Senior Milani Hunnicutt, bubble girl, poses on the senior lawn
Senior Milani Hunnicutt, “bubble girl”, poses on the senior lawn
Kleo Gaiera

The most bubbly personality on campus

For the past two months, a seemingly never-ending bubble trail has zigzagged through the parking lot and hallways at Arcata High. Students have been enchanted by this peculiar sight. But where does the trail lead?
To senior Milani Hunnicutt! The campus’s very own bubble-wielding mastermind. With a collection of neon bubble guns at her disposal and desk (sometimes blue, pink, and recently green), she’s the enigmatic force responsible for this ethereal spectacle. But what drives her obsession with bubbles, and does deeper meaning lie beneath their shimmering surface?
Hunnicutt transferred to Arcata High from South Fork High School In August of 2022 as a junior, quickly standing out for her bold and bedazzled outfits. She floats through campus as if the world were her personal dance party, leaving a wake of “magical orbs floating through the sky,” as described by senior Owen Peterson.
She can be seen twirling in front of classrooms, savoring every minute before the bell rings, or jamming out during lulls of instruction, bubble gun always equipped.
Hunnicutt spreads a contagious energy that transforms the mundane into the magical. For her, bubbles are more than just fleeting orbs of iridescence—they are symbols of life’s cyclical beauty and the vibrant colors that paint our world.
“They’re a perfect circle and everything is full circle,” said Hunnicutt. “They’re also a rainbow and you can see the reflection of the Earth in each bubble.”
Her passion for bubbles is unwavering, fueled by a deep-seated self-love that shields her from the judgments of others.
“Everyone else’s opinion is irrelevant. I love myself, so no one else’s opinion can affect me,” she said.
Her journey with bubbles began in late February when she acquired her first bubble blower. Since then, she’s gone through at least ten guns and an average of two to three standard-sized cartridges a day.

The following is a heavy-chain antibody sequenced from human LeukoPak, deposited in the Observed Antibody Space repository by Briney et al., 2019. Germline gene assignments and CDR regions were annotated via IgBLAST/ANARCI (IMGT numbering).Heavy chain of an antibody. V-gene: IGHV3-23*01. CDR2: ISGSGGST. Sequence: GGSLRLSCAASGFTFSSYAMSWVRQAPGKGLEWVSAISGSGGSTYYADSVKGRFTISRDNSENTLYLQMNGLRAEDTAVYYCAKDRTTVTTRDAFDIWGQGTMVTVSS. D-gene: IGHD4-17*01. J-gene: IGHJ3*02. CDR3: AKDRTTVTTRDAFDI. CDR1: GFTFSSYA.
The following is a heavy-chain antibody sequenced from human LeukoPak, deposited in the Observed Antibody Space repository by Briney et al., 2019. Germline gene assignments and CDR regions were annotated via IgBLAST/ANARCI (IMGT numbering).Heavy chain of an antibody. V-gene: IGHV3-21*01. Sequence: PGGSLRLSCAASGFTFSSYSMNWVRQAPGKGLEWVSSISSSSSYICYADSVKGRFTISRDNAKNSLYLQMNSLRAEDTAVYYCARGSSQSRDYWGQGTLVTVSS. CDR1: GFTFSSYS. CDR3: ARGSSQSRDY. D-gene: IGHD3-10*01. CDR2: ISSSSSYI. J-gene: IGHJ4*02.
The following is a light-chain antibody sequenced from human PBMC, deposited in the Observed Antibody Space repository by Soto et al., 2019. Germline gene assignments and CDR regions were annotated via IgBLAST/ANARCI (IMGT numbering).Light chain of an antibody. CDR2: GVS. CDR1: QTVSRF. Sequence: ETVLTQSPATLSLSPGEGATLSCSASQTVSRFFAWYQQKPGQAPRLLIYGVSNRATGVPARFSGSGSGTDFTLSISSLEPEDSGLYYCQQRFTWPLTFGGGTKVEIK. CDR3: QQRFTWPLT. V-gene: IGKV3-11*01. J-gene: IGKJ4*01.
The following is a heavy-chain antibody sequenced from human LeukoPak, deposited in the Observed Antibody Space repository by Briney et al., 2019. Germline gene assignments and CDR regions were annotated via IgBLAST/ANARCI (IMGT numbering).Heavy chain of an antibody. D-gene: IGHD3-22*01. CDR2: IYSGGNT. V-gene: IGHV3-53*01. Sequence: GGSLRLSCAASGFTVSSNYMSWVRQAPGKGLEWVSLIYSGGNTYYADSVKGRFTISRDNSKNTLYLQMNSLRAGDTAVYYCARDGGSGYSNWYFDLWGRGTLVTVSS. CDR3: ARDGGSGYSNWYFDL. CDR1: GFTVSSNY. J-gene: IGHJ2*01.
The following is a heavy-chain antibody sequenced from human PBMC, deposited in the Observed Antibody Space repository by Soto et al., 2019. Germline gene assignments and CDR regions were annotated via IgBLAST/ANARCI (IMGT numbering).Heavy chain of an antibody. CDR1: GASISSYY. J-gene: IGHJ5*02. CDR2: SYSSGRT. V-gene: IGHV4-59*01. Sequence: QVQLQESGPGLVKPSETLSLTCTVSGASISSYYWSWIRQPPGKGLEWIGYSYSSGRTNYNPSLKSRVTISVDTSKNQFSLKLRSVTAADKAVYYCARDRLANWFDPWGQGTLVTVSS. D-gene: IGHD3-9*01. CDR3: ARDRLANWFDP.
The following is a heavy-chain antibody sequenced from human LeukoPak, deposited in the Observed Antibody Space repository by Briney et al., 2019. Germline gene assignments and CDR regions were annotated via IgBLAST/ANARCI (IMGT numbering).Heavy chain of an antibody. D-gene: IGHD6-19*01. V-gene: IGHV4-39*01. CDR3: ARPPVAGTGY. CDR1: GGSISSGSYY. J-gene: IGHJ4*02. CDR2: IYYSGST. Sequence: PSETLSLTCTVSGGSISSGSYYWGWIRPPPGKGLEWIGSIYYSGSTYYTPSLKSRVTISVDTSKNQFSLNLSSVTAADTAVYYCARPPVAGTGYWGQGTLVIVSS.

While the bubble guns leave a lasting impression, they also often falter due to their plastic structure. This discrepancy becomes apparent as certain bubble containers fail to mesh with Hunnicutt’s token “Fubbles” gun. The guns can also overheat, necessitating occasional pauses during use.
“I use them too hard sometimes. Like I just be bubbling all day and then [the bubble blower gets] mad at me,” Hunnicutt said.
While they seem to have an uncertain life span, Hunnicutt’s safe hands preserve them till their sometimes sporadic end. Against more heavy-handed students, the bubble guns face the consequences of their fragile nature.
“One time this idiot slapped it out of my hand and the bottom [battery compartment] broke,” says Hunnicutt.
To Hunnicutt, bubbles represent a “more magical world” where she can embrace her inner child and spread joy to others
“It’s lovely to watch all the little kids in the school chase at the bubbles and cherish their inner child again,” Hunnicutt said.
Peterson can testify to this effect.
“I feel like I’ve been forced to grow a little bit, and this brings out the kid,” Peterson said.
However, some students see Hunnicutt’s bubbles as something less than magical, a soapy mess.
Senior Alex White, shares second-period mythology with Hunnicutt. He initially found the bubbles fun and quirky and said they were “a light-hearted distraction from the actual education.” However, after an estimated eight consecutive days of bubble-filled classrooms, he grew a sense of hatred for the soapy residue coating floors and desks.
White has voiced fears of students slipping on the slick floors, while Peterson has a differing view on this issue.
“I say deal with it. Natural selection should come back,” Peterson said.
“It’s a lot of bubbles, like hundreds of bubbles,” said White. “And it’s getting on my paper and in my eyes.”
To be fair, he doesn’t recall whether the intrusive bubbles came from Hunnicutt or other classmates, as the gun is often passed around.
“I don’t feel any negative thoughts toward the bubbles or Milani, I think that the both of them make a monster,” White said. (This is a fitting remark if one has seen her collection of fuzzy monster hats.)
Despite this, he acknowledges Hunnicutt’s commitment to her passion.
“I think that they work well together. She seems to be committed to [the bubbles], I respect it.” White said, perhaps implying that their inseparability comes off as a relationship.
Hunnicutt has grown inept to the distaste of bubble haters, she advises individuals to release the need for validation from others.
“Let go of that fear that people are gonna judge you because people are gonna judge you no matter what. So you might as well be as happy as you can with yourself,” Hunnicutt said.
To already tired students, Arcata High’s fog-shrouded campus can often appear a dreary and draining compound. For a school composed mostly of gray, steel, and concrete, Hunnicutt’s bubbles may serve as spherical glimpses of hope for students struggling to find color in their monochromatic school days.


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